New insights into sun's photosphere reported

Jan 10, 2011
The primary mirror of the new solar telescope at Big Bear Solar Observatory offers the highest power resolution ever available from a land-based telescope. To demonstrate this power, solar granulation covering a field of 12,000 by 12,000 miles or 19,000 by 19,000 kilometers is shown. Bright points appear side-by-side in dark lanes between granules. These bright points are believed to be associated with magnetic field concentrations on the Sun and are 50 miles in diameter. If you were to view an equivalent image on earth, you’d need an instrument that would allow you to see a row of dimes from a distance of more than 20 miles. Tick marks are separated by intervals of 620 miles or 1000 kilometers. Credit: BBSO/NJIT

NJIT Distinguished Professor Philip R. Goode and the research team at Big Bear Solar Observatory (BBSO) have reported new insights into the small-scale dynamics of the Sun's photosphere. The observations were made during a period of historic inactivity on the Sun and reported in The Astrophysical Journal. The high-resolution capabilities of BBSO's new 1.6-meter aperture solar telescope have made such work possible.

"The smallest scale photospheric magnetic field seems to come in isolated points in the dark intergranular lanes, rather than the predicted continuous sheets confined to the lanes," said Goode. "The unexpected longevity of the bright points implies a deeper anchoring than predicted."

Following classical Kolmogorov turbulence theory, the researchers demonstrated for the first time how photospheric plasma motion and magnetic fields are in equipartition over a wide dynamic range, while unleashing energy in ever-smaller scales.

This equipartition is one of the basic plasma properties used in magnetogydrodynamic models. "Our data clearly illustrates that the Sun can generate magnetic fields not only as previously known in the convective zone but also on the near-surface layer. We believe small-scale turbulent flows of less than 500 km to be the catalyst," said NJIT Research Professor Valentyna Abramenko at BBSO.

Tiny jet-like features originating in the dark lanes surrounding the ubiquitous granules that characterize the were also discovered. Such small-scale events hold the key to unlocking the mystery of heating the , the researchers said. The origins of such events appear to be neither unequivocally tied to strong concentrations, nor associated with the vertex formed by converging flows.

"The solar chromosphere shows itself ceaselessly changing character with small-scale energetic events occurring constantly on the solar surface, said NJIT Research Professor Vasyl Yurchyshyn, also at BBSO. Such events suggest a similarity of magnetic structures and events from the hemisphere to its granular scales. The researchers hope to establish how such dynamics can explain the movement underlying convective flows and turbulent magnetic fields.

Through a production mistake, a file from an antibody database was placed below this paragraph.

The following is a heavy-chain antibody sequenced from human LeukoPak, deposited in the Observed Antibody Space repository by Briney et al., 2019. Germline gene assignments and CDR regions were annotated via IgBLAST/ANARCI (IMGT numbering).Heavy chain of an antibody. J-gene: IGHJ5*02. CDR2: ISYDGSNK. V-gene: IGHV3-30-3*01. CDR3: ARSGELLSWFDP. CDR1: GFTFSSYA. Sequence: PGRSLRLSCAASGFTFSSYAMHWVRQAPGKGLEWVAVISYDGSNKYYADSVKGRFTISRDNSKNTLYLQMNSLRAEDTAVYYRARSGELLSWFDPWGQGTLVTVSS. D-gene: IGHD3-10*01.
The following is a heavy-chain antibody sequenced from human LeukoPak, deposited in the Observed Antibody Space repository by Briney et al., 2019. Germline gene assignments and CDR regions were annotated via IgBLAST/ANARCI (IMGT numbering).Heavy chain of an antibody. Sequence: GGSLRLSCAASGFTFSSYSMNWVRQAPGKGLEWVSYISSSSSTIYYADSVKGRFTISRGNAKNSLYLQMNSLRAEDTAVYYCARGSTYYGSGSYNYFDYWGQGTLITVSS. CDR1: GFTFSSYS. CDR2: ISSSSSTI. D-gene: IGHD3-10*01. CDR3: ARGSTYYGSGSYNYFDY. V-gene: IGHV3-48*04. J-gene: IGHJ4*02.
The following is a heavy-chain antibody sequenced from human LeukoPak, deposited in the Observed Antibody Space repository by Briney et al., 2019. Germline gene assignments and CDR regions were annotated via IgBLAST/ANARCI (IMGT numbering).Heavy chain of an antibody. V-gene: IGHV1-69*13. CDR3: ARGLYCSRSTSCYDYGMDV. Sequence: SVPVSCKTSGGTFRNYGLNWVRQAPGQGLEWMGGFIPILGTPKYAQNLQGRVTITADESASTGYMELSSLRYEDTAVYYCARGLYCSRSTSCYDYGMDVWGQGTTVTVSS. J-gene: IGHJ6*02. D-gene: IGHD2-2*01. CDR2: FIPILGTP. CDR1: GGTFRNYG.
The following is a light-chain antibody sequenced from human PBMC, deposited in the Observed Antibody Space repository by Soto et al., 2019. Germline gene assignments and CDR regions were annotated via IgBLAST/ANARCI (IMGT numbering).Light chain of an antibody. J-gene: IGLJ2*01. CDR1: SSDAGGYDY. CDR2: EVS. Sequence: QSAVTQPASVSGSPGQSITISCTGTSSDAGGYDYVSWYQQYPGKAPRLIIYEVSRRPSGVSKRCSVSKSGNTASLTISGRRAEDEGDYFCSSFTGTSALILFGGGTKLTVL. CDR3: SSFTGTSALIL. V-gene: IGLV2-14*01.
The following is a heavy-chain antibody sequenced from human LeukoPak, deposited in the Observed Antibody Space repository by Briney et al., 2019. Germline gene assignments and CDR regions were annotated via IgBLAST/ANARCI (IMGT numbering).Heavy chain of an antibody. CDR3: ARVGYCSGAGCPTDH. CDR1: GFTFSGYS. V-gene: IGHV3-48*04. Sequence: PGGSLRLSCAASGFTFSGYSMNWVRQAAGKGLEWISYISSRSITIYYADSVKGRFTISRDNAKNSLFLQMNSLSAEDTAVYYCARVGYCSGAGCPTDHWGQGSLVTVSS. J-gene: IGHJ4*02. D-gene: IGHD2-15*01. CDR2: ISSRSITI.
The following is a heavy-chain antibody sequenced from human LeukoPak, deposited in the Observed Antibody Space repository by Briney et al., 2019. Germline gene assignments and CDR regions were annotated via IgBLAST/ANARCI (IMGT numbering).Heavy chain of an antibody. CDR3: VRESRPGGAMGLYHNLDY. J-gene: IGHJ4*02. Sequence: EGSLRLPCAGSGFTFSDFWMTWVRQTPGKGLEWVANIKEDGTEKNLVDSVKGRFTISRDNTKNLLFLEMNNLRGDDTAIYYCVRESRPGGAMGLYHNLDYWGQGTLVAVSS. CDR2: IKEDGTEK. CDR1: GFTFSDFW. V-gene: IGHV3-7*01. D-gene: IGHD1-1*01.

The telescope is the crown jewel of BBSO, the first facility-class solar observatory built in more than a generation in the U.S. The instrument is undergoing commissioning at BBSO. Since 1997, under Goode's direction, NJIT has owned and operated BBSO, located in a clear mountain lake.

The mountain lake is characterized by sustained atmospheric stability, which is essential for BBSO's primary interests of measuring and understanding solar complex phenomena utilizing dedicated telescopes and instruments.

The images were taken with the new instrument with atmospheric distortion corrected by its 97 actuator deformable mirror. By the summer of 2011, in collaboration with the National Solar Observatory, BBSO will have upgraded the current adaptive optics system to one utilizing a 349 actuator deformable mirror.

The new telescope began operation in the summer of 2009, with support from the National Science Foundation (NSF), Air Force Office of Scientific Research, NASA and NJIT. Additional NSF support was received a few months ago to fund further upgrades to this new optical system.

The telescope will be the pathfinder for an even larger ground-based telescope, the Advanced Technology Solar Telescope (ATST), to be built over the next decade. NJIT is an ATST co-principal investigator on this NSF project.

Scientists believe that magnetic structures like sunspots hold the key to space weather. Such weather, originating in the Sun, can affect Earth's climate and environment. A bad storm can disrupt power grids and communication, destroy satellites and even expose airline pilots, crew and passengers to radiation.

The new telescope now feeds a high-order adaptive optics system, which in turn feeds the next generation of technologies for measuring magnetic fields and dynamic events using visible and infrared light. A parallel computer system for real-time image enhancement highlights it. Goode and his research team, who study solar magnetic, are expert at combining BBSO ground-based data with satellite data to determine dynamic properties of the solar magnetic fields.

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More information: http://iopscience.iop.org/2041-8205/714/1/L31

Provided by New Jersey Institute of Technology

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